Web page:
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Should insurance companies directly control self-driving cars?

One startup suggests that directly involving insurance companies will accelerate the development of autonomous cars.

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Chris Paukert Former executive editor / Cars
Following stints in TV news production and as a record company publicist, Chris spent most of his career in automotive publishing. Mentored by Automobile Magazine founder David E. Davis Jr., Paukert succeeded Davis as editor-in-chief of Winding Road, a pioneering e-mag, before serving as Autoblog's executive editor from 2008 to 2015. Chris is a Webby and Telly award-winning video producer and has served on the jury of the North American Car and Truck of the Year awards. He joined the CNET team in 2015, bringing a small cache of odd, underappreciated cars with him.
Chris Paukert
2 min read
Oxbotica Ford Fusion self-driving test car
Oxbotica

Would tomorrow's self-driving cars be safer if they were controlled by insurance companies? Would they get to market sooner?

That's one potential reality being proposed by Oxbotica, an autonomous-vehicle startup that is looking at how tomorrow's automated vehicles gather and share data. 

Spun off from the University of Oxford, Oxbotica's co-founder and Oxford professor, Paul Newman, suggests that if tomorrow's self-driving cars are actively monitored and shaped by insurance companies, they could adjust vehicle behavior to account for nearby risk factors as they drive.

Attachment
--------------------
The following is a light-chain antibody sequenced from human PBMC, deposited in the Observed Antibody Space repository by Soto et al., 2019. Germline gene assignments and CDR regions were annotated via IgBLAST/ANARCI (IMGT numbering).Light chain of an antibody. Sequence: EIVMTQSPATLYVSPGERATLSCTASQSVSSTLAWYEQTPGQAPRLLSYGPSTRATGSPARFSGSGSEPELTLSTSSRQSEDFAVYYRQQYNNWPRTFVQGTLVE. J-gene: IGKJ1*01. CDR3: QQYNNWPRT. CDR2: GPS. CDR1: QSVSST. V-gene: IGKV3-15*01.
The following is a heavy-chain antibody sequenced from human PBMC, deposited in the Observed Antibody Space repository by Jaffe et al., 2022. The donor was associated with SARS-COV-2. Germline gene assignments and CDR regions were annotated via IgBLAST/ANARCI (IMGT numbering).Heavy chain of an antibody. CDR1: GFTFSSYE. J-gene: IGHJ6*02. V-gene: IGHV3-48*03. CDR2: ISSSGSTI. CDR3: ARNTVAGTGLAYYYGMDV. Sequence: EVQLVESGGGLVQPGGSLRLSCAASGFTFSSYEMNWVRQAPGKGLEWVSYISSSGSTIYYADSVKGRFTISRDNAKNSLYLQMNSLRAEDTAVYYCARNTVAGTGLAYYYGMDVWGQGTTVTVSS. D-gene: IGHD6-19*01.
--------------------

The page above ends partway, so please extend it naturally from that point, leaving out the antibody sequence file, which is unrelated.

In a new article by MIT Technology Review, Newman posits, "Insurers can adjust the envelope [in which a car can operate] to control the risk on the policy… the autonomy system has insurance built into it that allows it to control risk over a fleet."

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Oxbotica self-driving cars

Oxbotica's fleet of self-driving cars already shares data with insurer XL Catlin.

Andrew Leo / Oxbotica

For example, a self-driving car's sensor array could detect an accident up ahead, and using vehicle-to-vehicle (V2V) and vehicle-to-infrastructure (V2X) technology, it could use the insurance company's risk assessment logic, which would then be used to help guide both that vehicle and other cars and trucks in its same fleet to slow down on that road, or to drive a wholly different route.  

V2V and V2X technology are not new, of course, and both are considered linchpins for the future of automated driving. The difference here is that an insurer's risk logic would directly inform vehicle behavior in real time. 

Newman's thought is that if insurers are intimately involved in the operations of early self-driving cars and are still willing to provide policy coverage for them, that reality could ease lawmaker concerns, paving the way for increased testing on public roads. That, in turn, could spur quicker commercialization of automated vehicles.

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Oxbotica was spun off from the University of Oxford.

Andrew Leo / Oxbotica

Oxbotica's own Ford Fusion test cars already share select data with insurance company XL Catlin to help the company formulate risk scores.

Oxbotica did not immediately return Roadshow's request for comment.

The potential impact that self-driving technology could have on today's auto insurance industry is enormous, and many major carriers are actively pursuing how to learn more about how automation may affect their business. For example, State Farm is a leading partner of the University of Michigan's pioneering MCity autonomous-car research facility.

Even prior to the widespread availability of autonomous vehicles, in today's rapidly expanding age of connected cars, data security and data sharing privileges are a rapidly growing concern. How would you feel about an insurance company using your personal data to determine how your vehicle, and those of others, behave? 

Leave us a comment below and let us know what you think.